Deep palmar arch
|Artery: Deep palmar arch|
|Palm of left hand, showing position of skin creases and bones, and surface markings for the volar arches.|
|Ulnar and radial arteries. Deep view. (Deep volar arch visible at bottom center.)|
|Latin||arcus palmaris profundus, arcus volaris profundus|
|Gray's||subject #151 595|
|Source||radial artery (primarily)|
|Branches||palmar metacarpal arteries|
|Vein||deep palmar venous arch|
The deep palmar arch (deep volar arch) is an arterial network found in the palm. It is usually formed mainly from the terminal part of the radial artery, with the ulnar artery contributing via its deep palmar branch. This is in contrast to the superficial palmar arch, which is formed predominantly by the ulnar artery.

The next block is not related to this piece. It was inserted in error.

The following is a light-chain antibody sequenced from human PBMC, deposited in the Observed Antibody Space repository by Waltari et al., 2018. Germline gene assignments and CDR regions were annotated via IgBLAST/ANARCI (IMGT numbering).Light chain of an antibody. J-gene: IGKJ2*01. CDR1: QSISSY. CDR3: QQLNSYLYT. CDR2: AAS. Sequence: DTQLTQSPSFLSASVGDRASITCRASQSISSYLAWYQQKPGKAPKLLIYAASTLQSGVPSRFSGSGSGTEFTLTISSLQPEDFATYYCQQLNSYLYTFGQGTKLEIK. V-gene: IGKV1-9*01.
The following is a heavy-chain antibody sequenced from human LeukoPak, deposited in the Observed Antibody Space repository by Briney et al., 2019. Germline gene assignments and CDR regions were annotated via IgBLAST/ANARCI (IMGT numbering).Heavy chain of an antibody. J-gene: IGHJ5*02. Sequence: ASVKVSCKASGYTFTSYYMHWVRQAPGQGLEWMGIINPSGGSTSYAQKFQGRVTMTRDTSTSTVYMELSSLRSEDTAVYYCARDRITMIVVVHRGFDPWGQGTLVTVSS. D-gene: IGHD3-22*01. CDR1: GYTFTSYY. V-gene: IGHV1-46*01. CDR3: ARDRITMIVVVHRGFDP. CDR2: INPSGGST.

The deep palmar arch lies upon the bases of the metacarpal bones and on the interossei of the hand, being covered by the oblique head of the adductor pollicis muscle, the flexor tendons of the fingers, and the lumbricals of the hand.
Alongside of it, but running in the opposite direction—that is to say, toward the radial side of the hand—is the deep branch of the ulnar nerve.
The superficial palmar arch is more distally located than the deep palmar arch. If one were to fully extend the thumb and draw a line from the distal border of the thumb across the palm, this would be the level of the superficial palmar arch. The deep palmar arch about a finger width proximal to this.
From the deep palmar arch emerge palmar metacarpal arteries.
This article was originally based on an entry from a public domain edition of Gray's Anatomy. As such, some of the information contained herein may be outdated. Please edit the article if this is the case, and feel free to remove this notice when it is no longer relevant.